The convenience of virtual counseling is also improving engagement in care. A study on telehealth appointments found that the no-show rate of telehealth visits during the pandemic was 7.5% and 36.1% for in-office visits. This reduction in canceled sessions means that providers have been able to see and help more people through virtual counseling.

It’s easy to see the value that virtual counseling creates through greater access and convenience for individuals. But how effective is virtual counseling?

Virtual counseling has gained more focus since the start of the pandemic and warrants further research, but it’s not a new area of study. Many providers have effectively used and studied virtual counseling for years, and treatment protocols have been created around this modality.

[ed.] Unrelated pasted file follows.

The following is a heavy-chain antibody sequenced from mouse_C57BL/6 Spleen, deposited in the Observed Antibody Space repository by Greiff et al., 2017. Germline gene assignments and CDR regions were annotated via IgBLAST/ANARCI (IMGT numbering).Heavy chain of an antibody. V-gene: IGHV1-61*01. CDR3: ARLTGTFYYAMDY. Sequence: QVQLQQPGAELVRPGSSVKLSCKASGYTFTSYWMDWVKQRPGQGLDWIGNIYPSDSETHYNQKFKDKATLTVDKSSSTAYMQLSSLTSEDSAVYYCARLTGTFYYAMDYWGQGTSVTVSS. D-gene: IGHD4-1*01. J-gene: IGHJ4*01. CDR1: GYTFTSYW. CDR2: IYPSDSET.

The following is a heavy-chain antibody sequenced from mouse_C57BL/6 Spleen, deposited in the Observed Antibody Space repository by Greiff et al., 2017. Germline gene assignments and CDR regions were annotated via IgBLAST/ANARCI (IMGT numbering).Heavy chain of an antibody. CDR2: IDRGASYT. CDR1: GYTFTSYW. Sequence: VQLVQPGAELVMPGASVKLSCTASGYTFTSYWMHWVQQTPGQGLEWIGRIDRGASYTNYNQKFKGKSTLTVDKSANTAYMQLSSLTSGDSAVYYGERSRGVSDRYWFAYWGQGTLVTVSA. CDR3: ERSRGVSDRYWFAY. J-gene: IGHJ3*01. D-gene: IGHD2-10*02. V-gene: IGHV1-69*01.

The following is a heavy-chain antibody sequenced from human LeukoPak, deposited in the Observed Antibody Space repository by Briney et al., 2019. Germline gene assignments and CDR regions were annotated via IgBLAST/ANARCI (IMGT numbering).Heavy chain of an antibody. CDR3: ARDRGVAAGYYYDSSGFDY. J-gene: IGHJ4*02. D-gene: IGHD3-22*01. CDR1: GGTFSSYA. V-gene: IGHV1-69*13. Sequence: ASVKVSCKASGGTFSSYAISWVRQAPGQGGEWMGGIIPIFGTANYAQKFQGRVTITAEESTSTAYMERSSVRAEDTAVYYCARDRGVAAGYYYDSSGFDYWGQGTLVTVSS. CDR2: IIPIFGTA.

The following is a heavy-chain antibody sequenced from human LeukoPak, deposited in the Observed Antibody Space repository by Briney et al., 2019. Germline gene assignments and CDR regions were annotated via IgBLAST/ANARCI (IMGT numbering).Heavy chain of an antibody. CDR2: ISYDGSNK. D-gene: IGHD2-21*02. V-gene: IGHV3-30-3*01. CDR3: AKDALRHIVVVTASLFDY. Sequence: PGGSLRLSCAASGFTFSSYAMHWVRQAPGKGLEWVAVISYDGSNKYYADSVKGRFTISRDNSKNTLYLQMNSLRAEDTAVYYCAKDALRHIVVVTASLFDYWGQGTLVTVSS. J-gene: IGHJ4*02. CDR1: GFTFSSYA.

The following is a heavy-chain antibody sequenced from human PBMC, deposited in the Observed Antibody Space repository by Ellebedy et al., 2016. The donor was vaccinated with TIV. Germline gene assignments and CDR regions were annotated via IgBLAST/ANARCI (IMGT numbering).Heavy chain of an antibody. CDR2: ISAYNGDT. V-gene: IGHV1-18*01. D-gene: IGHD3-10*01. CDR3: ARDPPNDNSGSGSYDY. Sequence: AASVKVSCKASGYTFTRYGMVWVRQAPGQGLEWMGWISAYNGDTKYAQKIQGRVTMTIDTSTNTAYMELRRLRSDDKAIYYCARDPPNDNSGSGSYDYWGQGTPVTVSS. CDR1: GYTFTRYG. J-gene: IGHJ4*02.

Recent peer-reviewed studies from the National Institutes of Mental Health and the American College of Health provide data speaking to the efficacy of virtual appointments for many types of patients. Both studies show that respondents saw no significant differences in the effectiveness of in-person and virtual appointments. Over 80% of people using teletherapy reported their experience was equal to or better than pre-COVID pandemic in-person services.

Virtual counseling offers a unique ability to meet individuals where they are. For example, a depressed person may have symptoms that interfere with their being able to leave their house and engage in the world around them. Think about how much easier it is for this person to meet with a virtual clinician instead of traveling to an office.